Imagine hearing someone call your name as you’re walking down the street, or having a song stuck in your head. To never be alone, even when you’re by yourself. That is what it’s like for a percentage of the population who hear voices.
At WayAhead on May 6, Chairperson of Hearing Voices Network in NSW Douglas Holmes, whose friends call him Doug, gave an inspiring talk on the work of the Hearing Voices Network and the experience people have with hearing voices.
Not only is Douglas a volunteer with WayAhead and numerous other mental health organisations and support groups, but he has been a voice hearer for as long as he can remember.
Up until 1987, the idea of hearing voices was seen as a symptom of a mental illness or not real at all. That all changed with the start of the hearing voices movement.
Started in Holland by Marius Romme, Sandra Escher and Patsy Hage, the movement fights to change the stigma of hearing voices. They want the world to view hearing voices as just another uncommon but significant characteristic of being human and not as a mental illness in itself.
The movement is now in 43 countries, with an International Declaration signed in Melbourne in 2013, stating the beliefs, aim and goals of the movement and the International Hearing Voices Network
So, what causes a person to start hearing voices?
We do not know where the voices come from or why they start. However, often those who hear voices attribute it to a traumatic experience in their lives, such as abuse, an accident or a death. The treatment of voice hearing, however, is not about how to get rid of the voices, but more often than not around how to cope with the distress that they cause, with many hearers, such as Doug, learning to live harmoniously with his voices.
Doug is a natural storyteller, a little intense, but nonetheless larger than life. His life is colourful, he is highly motivated to help others and he often talks in anecdotes about the trouble he’s gotten himself into, like climbing to the top of poplars to sing songs while his mother drives by, or telling the navy recruitment officer the reason he wanted to join the navy was because of early retirement – he was just sixteen.
But of course, other stories reveal pain and you realise his life has had a lot of difficulties that only someone with a diagnosis of Bipolar Affective Disorder could imagine. There is also a real sadness about some of the things that have happened but he chooses not to let them affect him.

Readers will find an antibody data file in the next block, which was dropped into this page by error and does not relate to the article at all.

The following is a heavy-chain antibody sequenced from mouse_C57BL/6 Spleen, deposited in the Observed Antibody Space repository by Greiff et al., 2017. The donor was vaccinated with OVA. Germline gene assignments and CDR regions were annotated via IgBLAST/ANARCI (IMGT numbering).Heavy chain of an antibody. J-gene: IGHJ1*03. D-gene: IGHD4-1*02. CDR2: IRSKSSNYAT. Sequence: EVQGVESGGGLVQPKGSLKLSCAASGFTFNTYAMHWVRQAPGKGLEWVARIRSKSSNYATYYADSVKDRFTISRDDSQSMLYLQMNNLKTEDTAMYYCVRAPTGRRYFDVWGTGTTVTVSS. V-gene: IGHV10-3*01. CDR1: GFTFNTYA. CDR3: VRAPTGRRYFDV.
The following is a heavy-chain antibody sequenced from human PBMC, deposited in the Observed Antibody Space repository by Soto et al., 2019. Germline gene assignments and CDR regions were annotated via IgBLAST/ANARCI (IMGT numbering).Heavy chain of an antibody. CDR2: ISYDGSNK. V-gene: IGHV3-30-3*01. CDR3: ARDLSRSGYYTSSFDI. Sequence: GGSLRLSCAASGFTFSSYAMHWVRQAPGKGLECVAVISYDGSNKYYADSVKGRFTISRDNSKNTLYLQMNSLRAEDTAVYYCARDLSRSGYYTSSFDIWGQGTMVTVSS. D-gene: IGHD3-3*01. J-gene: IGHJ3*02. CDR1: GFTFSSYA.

Doug hears three types of voices. A man’s voice named Christopher, who he describes as cheeky but helpful in making decisions. Margaret, a female voice that sounds like his first mother-in-law, who is often hurtful and spiteful, and is usually heard when he’s doing something wrong. Safe to say, he favours Christopher over Margret.
The third voice is more of just a sound that lingers but isn’t bothersome. Christopher will give Doug the push that he needs to do something different or take on a project – he’s the helpful friend we all need. Margret, on the other hand, is the friend we don’t really want to listen to – telling Doug he hasn’t been taking care of himself and needs to get his act together; more tough, than love.
It may be easy to say ‘why not just take medication for it’, but for Doug and many other people with voices, learning to live with them can be much healthier than trying to pretend they never exist.
Doug has been medication free since 2000 but before that, taking medication to silence the voices was like losing two friends. Doug was on lithium medication for eight years and says it felt like his mind was a still lake. No ripples or movement.
Finding the motivation to get out of bed in the morning was a struggle, sleeping until the middle of the afternoon and having no energy. He just wasn’t himself on medication. Doug makes the choice daily through his inner strength to be happy and to live with the decisions he has made.
“Every day I make a choice between feeling happy or sad. I choose happy. I have plenty in my life to be sad about but I choose not to so I can hopefully help some other family in a similar situation,” he says.
So, he values sleep. He keeps himself busy. He breaks his days down into sets of decisions that are well considered. He makes choices and makes them with the wisdom that comes with age.
Knowing there is someone out there who has had this lived experience and can still have a positive outlook on life makes you have a different perspective on people who live with a mental illness and who hears voices every day. Doug makes you think differently. And that, of course, is the point.
Hearing voices can make someone feel scheduled under black and white policy and for most of his 66 years, Doug didn’t speak about his voices. He didn’t want to be locked up or made an outcast. Through people like Doug, the Hearing Voices Network can continue to change the perceptions society has of people who hear voices. And, for this, Doug is a champion.
You don’t have to love the voices nor do you have to be alone with them. Hearing Voices Network provide support through experience to people hearing voices and to their carers. They don’t advocate going medication free, as each person’s experience with voices is different, so too should their path to recovery.
The network support several self-help groups across NSW where voice hearers can talk in a safe and judgement-free environment, including a group at Collective Purpose in Woolloomooloo that meet every second Friday.
Doug’s advice is to “try to be as honest as you can with your treatment team in order to get the best possible results for treatment options”.